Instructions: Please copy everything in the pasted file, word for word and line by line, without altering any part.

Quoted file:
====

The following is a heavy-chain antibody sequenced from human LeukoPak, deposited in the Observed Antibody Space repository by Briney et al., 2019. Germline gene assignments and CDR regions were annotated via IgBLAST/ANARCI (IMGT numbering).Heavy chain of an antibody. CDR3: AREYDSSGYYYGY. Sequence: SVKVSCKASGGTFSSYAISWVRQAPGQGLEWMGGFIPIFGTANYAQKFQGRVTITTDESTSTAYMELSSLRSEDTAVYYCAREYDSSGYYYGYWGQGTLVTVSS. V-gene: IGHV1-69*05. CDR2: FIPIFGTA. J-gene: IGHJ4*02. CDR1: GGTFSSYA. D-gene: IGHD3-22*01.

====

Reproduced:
The following is a heavy-chain antibody sequenced from human LeukoPak, deposited in the Observed Antibody Space repository by Briney et al., 2019. Germline gene assignments and CDR regions were annotated via IgBLAST/ANARCI (IMGT numbering).Heavy chain of an antibody. CDR3: AREYDSSGYYYGY. Sequence: SVKVSCKASGGTFSSYAISWVRQAPGQGLEWMGGFIPIFGTANYAQKFQGRVTITTDESTSTAYMELSSLRSEDTAVYYCAREYDSSGYYYGYWGQGTLVTVSS. V-gene: IGHV1-69*05. CDR2: FIPIFGTA. J-gene: IGHJ4*02. CDR1: GGTFSSYA. D-gene: IGHD3-22*01.